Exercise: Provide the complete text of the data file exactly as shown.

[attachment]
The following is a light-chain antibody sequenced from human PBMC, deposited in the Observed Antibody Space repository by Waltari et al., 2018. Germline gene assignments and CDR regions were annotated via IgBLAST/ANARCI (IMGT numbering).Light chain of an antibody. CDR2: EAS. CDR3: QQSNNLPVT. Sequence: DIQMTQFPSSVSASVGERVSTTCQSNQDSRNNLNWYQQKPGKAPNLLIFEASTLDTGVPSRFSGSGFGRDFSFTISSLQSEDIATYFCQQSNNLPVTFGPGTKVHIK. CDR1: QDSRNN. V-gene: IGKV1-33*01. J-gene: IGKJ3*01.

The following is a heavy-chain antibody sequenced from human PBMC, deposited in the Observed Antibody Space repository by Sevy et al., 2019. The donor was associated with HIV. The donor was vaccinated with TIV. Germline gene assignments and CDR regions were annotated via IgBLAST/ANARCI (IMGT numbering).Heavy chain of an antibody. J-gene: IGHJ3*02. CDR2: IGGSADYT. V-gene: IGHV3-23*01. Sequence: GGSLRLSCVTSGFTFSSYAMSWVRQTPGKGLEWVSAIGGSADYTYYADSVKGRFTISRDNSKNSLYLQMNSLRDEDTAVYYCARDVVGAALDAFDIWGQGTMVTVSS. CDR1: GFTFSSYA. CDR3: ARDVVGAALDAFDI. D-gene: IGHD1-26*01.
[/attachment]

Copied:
The following is a light-chain antibody sequenced from human PBMC, deposited in the Observed Antibody Space repository by Waltari et al., 2018. Germline gene assignments and CDR regions were annotated via IgBLAST/ANARCI (IMGT numbering).Light chain of an antibody. CDR2: EAS. CDR3: QQSNNLPVT. Sequence: DIQMTQFPSSVSASVGERVSTTCQSNQDSRNNLNWYQQKPGKAPNLLIFEASTLDTGVPSRFSGSGFGRDFSFTISSLQSEDIATYFCQQSNNLPVTFGPGTKVHIK. CDR1: QDSRNN. V-gene: IGKV1-33*01. J-gene: IGKJ3*01.

The following is a heavy-chain antibody sequenced from human PBMC, deposited in the Observed Antibody Space repository by Sevy et al., 2019. The donor was associated with HIV. The donor was vaccinated with TIV. Germline gene assignments and CDR regions were annotated via IgBLAST/ANARCI (IMGT numbering).Heavy chain of an antibody. J-gene: IGHJ3*02. CDR2: IGGSADYT. V-gene: IGHV3-23*01. Sequence: GGSLRLSCVTSGFTFSSYAMSWVRQTPGKGLEWVSAIGGSADYTYYADSVKGRFTISRDNSKNSLYLQMNSLRDEDTAVYYCARDVVGAALDAFDIWGQGTMVTVSS. CDR1: GFTFSSYA. CDR3: ARDVVGAALDAFDI. D-gene: IGHD1-26*01.